The 1901 Wright Wind Tunnel

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fter the 1901 flying season at Kitty Hawk, the Wrights were seriously discouraged. Neither of their gliders from 1900 or 1901 had worked as anticipated or had produced sufficient lift. They had begun to suspect that the data they were working with to design their aircraft was incorrect. This data was gleaned from the experiments of Otto Lilienthal who, before his death in 1896, had designed 16 gliders and made thousands of glider flights, many more than any pilot/scientist before or since. His unquestioned success gave credence to his data.

Whatever the accuracy of Lilienthal's data, the Wrights had come to a dead end. They simply did not know what to do to improve the performance of their gliders. If they built a third glider at this point, its design would be nothing more than guesswork. And at their present pace, building and testing one glider per year, it could be several lifetimes before they discovered a workable design. Even then, they wouldn't know if it was the best possible design.

They decided to discard Lilienthal's data and generate their own. They built a wind tunnel, the second in America. (The first was built by Alfred Zahm.) Over the winter of 1901-1902, they tested over 200 wing shapes to find the most promising, then thoroughly investigated about 45 shapes to determine the very best. To do this, they built two instruments for their wind tunnel, one to measure lift and another to measure the ratio of lift to drag.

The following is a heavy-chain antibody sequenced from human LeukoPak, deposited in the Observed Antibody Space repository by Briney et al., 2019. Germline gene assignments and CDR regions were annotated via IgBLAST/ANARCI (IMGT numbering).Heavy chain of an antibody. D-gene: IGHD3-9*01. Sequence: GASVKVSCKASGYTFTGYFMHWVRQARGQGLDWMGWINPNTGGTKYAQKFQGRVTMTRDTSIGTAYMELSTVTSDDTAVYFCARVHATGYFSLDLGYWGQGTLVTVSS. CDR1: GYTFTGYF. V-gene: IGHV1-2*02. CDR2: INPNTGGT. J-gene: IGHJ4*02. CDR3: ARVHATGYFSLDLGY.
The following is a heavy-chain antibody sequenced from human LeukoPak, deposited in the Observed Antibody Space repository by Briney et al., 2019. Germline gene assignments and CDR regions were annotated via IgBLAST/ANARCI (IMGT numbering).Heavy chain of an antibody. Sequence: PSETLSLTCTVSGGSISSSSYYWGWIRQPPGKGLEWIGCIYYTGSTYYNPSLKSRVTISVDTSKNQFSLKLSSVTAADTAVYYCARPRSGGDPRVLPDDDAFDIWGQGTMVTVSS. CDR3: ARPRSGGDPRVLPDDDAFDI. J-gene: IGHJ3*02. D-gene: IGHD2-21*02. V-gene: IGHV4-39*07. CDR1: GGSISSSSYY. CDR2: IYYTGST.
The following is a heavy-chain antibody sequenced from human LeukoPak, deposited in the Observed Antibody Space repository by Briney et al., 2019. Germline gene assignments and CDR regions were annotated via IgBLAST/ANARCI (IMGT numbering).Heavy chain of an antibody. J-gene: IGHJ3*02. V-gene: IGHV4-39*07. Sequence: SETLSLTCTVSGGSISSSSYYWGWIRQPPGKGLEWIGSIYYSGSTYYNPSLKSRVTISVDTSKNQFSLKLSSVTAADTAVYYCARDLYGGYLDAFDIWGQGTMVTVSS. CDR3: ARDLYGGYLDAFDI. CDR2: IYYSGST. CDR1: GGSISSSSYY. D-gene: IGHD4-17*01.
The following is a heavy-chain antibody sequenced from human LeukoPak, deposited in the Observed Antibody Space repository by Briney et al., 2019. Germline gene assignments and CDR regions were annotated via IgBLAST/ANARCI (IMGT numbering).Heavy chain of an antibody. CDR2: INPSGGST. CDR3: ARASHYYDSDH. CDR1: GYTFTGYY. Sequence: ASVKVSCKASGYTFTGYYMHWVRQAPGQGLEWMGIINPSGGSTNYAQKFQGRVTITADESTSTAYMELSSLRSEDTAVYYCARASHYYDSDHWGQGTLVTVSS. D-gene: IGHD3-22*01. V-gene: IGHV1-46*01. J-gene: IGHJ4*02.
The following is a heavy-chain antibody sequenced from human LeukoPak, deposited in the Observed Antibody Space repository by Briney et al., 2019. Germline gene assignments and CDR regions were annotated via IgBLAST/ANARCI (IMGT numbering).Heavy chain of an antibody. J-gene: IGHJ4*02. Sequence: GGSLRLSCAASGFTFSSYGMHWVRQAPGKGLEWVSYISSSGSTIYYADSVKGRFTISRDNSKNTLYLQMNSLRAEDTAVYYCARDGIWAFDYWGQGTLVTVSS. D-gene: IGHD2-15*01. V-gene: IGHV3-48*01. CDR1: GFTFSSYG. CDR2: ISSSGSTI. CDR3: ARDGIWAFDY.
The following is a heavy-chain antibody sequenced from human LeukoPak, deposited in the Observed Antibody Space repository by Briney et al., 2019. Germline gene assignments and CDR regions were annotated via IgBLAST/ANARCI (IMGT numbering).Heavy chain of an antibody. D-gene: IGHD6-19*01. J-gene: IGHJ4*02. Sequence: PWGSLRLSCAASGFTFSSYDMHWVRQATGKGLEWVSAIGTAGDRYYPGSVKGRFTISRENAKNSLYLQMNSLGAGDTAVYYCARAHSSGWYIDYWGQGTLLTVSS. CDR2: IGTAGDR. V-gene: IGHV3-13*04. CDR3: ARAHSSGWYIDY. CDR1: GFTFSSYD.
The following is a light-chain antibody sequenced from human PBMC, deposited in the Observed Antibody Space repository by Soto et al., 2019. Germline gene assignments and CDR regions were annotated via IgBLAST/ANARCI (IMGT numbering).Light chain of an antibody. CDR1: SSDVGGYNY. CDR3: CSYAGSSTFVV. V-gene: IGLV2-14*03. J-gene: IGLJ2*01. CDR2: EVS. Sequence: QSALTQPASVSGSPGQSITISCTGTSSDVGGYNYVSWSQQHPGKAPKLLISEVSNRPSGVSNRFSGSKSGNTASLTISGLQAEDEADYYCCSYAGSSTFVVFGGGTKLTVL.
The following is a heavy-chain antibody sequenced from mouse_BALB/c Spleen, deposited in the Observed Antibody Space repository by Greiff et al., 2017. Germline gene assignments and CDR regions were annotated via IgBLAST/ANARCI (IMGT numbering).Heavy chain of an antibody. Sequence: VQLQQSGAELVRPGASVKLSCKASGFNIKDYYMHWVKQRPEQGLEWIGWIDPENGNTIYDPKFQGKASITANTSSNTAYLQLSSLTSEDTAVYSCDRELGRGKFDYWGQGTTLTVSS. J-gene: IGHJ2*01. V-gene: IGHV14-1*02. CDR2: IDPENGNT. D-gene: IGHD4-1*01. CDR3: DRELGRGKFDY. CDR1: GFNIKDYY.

When they compiled all their data, they were surprised to find that Lilienthal had been correct. They, in fact, had been at naive in the way they applied his data. Lilienthal investigated a single wing shape that he used for all his gliders and his data was correct for that shape only. The Wrights had presumed that even though they used different shapes, Lilienthal's data for lift and drag would be close enough. They were astonished to find just how much difference in performance there was between wing shapes. Armed with this new knowledge, they felt ready to get back in the air.

We built our tunnel and the balance instruments from the same materials that the Wrights used, down to to the used hack saw blades and spoke wire. But despite their crude construction, we found them to be amazingly sensitive.

The Wrights' wind tunnel is little more than a wooden box with a tin scoop on one side to direct and compress the air stream.

The air enters the tunnel through a two-stage "straightener" designed to remove the roiling vortices that spin off the fan blade.

The air then travels down the length of the tunnel, allowing it to settle into a uniform stream before it reaches the instrument.

There is a glass window directly over the instrument. Wilbur and Orville stood on a box and looked down through this windows to read the scales that measured lift and drag.

The fan blade was mounted on a grinding arbor, a tool that was normally used to spin abrasive grinding wheels.

The arbor was spun by a leather belt that was turned by a series of line shafts and pulleys.

The line shafts were turned by a one-cylinder engine that ran on natural gas. This one engine, in fact, powered all the tools in the Wrights' bicycle shop.

The first instrument the Wrights used they called the "lift balance." It balances the lift generated by a wing shape against a constant pressure on four metal plates or "fingers."